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Spot Gold Pulls Back to End Week

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Spot Gold Pulls Back to End Week


A slight correction lower and profit-taking by traders hit the gold market on Friday morning. This sent the gold price down about 0.25% to $1,178/oz after the yellow metal moved above $1,180/oz the previous day. The announcement of the non-farm payrolls for December by the U.S. Labor Department came in below expectations but did not lift the precious metals.

Spot silver meanwhile lost roughly 10¢ (-0.5%) to slip back below $16.50/oz.

In terms of the Platinum Group Metals, palladium was actually a gainer while platinum followed gold and silver lower, dropping 0.2% to about $965/oz.

Rising Wages Weigh on Metals

( Pictures Of Money ) ( Pictures Of Money )

The last non-farm payrolls report for 2016 sent mixed messages to the markets—or Wall St reacted in mixed ways, at least. The headline number of 156,000 jobs added was lower than had been expected, but this disappointment was tempered by the fact that the report showed the strongest wage growth for American workers since 2009. Factory payrolls also rose after a decline in November.

This means that compensation saw its biggest uptick during the current period of economic expansion, growing 2.9% year-on-year. In November, wage growth was 2.5%. It also marked the sixth consecutive year that the job market has added at least 2 million positions. When the labor market is nearing full employment, worker scarcity tends to drive wages higher. Still, the Labor Participation Rate (the share of the working-age population that is currently employed) ticked up 0.1% to just 62.7%.

Trade Gap Widens


In terms of international trade, data released by the Commerce Department showed that the U.S. trade deficit widened again in November. The shortfall in the trade balance was 6.8% higher, the biggest rise in nine months. The trade deficit (not the national deficit, or current account balance) came in at $45.2 billion for the month due to a slight drop in exports and an increase in imports of more than 1%. The decrease in U.S. exports is partly attributable to the relative strength of the U.S. dollar to its peer currencies of late, while greater imports of petroleum drove this measure higher.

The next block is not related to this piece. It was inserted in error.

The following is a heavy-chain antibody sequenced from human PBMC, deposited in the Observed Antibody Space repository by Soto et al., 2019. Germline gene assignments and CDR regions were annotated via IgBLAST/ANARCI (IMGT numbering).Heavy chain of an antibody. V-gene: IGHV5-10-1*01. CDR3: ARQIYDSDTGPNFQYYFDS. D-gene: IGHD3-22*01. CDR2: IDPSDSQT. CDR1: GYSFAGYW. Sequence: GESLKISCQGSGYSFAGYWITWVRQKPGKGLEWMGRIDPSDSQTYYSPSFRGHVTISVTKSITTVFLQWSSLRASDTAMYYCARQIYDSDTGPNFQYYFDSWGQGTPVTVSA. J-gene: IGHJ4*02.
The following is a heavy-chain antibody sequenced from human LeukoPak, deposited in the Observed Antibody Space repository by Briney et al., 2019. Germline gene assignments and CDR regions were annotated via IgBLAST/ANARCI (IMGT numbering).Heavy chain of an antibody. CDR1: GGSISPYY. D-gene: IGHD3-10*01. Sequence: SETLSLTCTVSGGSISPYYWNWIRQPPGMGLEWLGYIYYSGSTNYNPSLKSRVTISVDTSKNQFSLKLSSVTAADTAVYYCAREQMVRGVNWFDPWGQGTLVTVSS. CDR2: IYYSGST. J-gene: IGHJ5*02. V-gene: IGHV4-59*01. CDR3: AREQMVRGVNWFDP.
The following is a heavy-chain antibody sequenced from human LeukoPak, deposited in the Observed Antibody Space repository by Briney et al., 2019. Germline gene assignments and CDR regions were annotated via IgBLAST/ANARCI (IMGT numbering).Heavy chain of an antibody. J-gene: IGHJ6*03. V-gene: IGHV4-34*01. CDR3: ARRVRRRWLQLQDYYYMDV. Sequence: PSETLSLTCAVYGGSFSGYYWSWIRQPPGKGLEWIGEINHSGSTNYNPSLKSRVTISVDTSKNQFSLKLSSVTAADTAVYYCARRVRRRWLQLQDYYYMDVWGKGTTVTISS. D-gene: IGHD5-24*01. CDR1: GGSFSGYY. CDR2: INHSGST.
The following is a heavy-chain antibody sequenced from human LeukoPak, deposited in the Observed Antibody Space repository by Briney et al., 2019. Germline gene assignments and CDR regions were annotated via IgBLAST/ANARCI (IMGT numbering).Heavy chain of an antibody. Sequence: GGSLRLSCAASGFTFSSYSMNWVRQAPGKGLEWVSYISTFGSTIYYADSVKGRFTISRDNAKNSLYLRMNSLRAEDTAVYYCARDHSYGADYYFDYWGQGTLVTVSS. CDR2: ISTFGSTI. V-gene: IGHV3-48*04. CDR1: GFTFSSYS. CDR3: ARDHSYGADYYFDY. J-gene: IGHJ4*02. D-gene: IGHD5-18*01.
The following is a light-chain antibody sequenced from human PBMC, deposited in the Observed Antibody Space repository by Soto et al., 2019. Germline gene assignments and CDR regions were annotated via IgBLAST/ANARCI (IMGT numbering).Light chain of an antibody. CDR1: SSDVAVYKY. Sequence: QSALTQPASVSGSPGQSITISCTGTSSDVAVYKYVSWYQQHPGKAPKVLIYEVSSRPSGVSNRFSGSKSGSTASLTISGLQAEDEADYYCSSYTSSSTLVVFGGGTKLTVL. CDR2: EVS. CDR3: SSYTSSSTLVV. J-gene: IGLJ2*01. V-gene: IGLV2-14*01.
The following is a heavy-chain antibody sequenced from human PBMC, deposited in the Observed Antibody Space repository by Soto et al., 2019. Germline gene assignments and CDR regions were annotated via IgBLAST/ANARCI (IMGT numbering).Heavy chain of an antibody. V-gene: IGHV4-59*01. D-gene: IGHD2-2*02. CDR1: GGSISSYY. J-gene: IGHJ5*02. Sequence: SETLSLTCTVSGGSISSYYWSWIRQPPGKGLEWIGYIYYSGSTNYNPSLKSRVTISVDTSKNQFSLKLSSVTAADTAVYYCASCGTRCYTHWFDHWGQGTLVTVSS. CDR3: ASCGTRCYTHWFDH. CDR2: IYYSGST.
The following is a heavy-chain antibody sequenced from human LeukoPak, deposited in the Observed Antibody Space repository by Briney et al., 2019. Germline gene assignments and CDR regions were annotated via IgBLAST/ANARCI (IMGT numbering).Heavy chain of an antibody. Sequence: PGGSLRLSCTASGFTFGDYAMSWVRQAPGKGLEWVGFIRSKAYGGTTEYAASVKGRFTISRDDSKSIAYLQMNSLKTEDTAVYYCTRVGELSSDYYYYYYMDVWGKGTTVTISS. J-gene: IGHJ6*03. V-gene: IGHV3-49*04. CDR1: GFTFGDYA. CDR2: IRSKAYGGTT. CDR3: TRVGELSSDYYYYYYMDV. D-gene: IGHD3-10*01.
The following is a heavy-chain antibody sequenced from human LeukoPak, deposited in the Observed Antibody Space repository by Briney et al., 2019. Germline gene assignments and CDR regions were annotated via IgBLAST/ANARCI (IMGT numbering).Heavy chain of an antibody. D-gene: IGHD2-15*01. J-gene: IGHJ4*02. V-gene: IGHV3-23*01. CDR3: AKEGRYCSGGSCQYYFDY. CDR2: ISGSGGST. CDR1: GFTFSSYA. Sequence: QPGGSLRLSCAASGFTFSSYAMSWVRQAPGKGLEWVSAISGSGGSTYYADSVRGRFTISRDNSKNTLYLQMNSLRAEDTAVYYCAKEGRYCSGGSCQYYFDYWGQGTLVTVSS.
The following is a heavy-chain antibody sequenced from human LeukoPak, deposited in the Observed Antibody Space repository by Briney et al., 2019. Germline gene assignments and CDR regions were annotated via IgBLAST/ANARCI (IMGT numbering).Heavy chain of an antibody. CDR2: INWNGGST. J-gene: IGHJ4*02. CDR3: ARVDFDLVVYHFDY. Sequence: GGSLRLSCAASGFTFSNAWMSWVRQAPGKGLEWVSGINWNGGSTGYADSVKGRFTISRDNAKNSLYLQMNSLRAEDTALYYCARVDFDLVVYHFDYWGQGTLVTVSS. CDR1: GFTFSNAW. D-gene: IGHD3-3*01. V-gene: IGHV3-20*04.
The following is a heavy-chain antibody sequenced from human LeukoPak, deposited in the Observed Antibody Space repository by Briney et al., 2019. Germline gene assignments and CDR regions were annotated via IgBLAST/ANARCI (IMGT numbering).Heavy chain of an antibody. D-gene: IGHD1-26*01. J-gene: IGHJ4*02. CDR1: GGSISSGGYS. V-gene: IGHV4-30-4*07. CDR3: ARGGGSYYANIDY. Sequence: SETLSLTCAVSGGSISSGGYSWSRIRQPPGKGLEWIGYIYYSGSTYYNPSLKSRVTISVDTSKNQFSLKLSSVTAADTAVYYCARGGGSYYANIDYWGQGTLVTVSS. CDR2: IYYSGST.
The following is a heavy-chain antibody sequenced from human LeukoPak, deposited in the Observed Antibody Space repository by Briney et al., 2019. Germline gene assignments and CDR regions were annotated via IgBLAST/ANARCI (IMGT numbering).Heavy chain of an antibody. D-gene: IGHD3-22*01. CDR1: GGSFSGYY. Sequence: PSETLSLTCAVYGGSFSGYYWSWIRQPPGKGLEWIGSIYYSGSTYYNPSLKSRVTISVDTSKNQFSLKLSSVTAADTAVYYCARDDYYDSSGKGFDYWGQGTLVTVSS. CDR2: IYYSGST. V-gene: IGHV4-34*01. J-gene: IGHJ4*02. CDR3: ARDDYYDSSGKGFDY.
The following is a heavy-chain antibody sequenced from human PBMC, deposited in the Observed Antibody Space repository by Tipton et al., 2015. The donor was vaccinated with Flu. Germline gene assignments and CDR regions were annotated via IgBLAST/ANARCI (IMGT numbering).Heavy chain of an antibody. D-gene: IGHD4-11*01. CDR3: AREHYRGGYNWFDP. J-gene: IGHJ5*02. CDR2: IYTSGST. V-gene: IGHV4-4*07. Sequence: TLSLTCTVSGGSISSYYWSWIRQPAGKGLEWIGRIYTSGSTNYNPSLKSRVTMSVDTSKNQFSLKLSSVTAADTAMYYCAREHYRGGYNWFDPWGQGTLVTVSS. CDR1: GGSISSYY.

The total U.S. trade deficit is nearly $500 billion, but the data show that the imbalance decreased with certain individual countries like China and Mexico. However, the deficit with the EU rose sharply.

While auto exports from the U.S. were down, the country actually set an annual record for automobile sales in 2016, albeit by a narrow margin. Considering palladium is a key component in exhaust systems, the metal's 2% rise to about $750/oz on Friday is a continuation of ten-month uptrend in the palladium price. It touched levels as low as $470/oz in January and February.


The opinions and forecasts herein are provided solely for informational purposes, and should not be used or construed as an offer, solicitation, or recommendation to buy or sell any product.

About the Author

Everett Millman

Everett Millman

Analyst, Commodities and Finance
Managing Editor

Everett has been the head content writer and market analyst at Gainesville Coins since 2013. He has a background in History and is deeply interested in how gold and silver have historically fit into the financial system.

In addition to blogging, Everett's work has been featured in CoinWeek, Advisor Perspectives, Wealth Management, Activist Post, and has been referenced by the Washington Post.

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